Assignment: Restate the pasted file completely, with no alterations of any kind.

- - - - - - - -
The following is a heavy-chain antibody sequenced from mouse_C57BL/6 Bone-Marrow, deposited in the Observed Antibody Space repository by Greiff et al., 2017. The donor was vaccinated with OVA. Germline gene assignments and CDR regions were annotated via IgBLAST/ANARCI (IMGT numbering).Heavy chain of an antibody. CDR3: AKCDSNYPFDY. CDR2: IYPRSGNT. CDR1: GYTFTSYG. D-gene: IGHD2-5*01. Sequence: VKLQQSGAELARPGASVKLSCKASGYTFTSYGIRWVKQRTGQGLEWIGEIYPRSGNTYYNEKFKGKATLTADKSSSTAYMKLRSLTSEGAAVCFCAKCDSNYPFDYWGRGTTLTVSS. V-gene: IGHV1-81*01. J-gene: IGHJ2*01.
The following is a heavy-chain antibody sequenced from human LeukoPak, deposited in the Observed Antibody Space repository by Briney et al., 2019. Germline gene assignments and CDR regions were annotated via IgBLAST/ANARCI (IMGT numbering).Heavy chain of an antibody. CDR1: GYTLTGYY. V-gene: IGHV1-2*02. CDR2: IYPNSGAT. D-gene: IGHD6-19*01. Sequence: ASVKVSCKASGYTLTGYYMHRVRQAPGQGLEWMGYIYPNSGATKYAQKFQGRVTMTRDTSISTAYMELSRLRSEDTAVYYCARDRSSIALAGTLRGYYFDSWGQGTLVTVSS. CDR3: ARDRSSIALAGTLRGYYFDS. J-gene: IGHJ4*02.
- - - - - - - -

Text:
The following is a heavy-chain antibody sequenced from mouse_C57BL/6 Bone-Marrow, deposited in the Observed Antibody Space repository by Greiff et al., 2017. The donor was vaccinated with OVA. Germline gene assignments and CDR regions were annotated via IgBLAST/ANARCI (IMGT numbering).Heavy chain of an antibody. CDR3: AKCDSNYPFDY. CDR2: IYPRSGNT. CDR1: GYTFTSYG. D-gene: IGHD2-5*01. Sequence: VKLQQSGAELARPGASVKLSCKASGYTFTSYGIRWVKQRTGQGLEWIGEIYPRSGNTYYNEKFKGKATLTADKSSSTAYMKLRSLTSEGAAVCFCAKCDSNYPFDYWGRGTTLTVSS. V-gene: IGHV1-81*01. J-gene: IGHJ2*01.
The following is a heavy-chain antibody sequenced from human LeukoPak, deposited in the Observed Antibody Space repository by Briney et al., 2019. Germline gene assignments and CDR regions were annotated via IgBLAST/ANARCI (IMGT numbering).Heavy chain of an antibody. CDR1: GYTLTGYY. V-gene: IGHV1-2*02. CDR2: IYPNSGAT. D-gene: IGHD6-19*01. Sequence: ASVKVSCKASGYTLTGYYMHRVRQAPGQGLEWMGYIYPNSGATKYAQKFQGRVTMTRDTSISTAYMELSRLRSEDTAVYYCARDRSSIALAGTLRGYYFDSWGQGTLVTVSS. CDR3: ARDRSSIALAGTLRGYYFDS. J-gene: IGHJ4*02.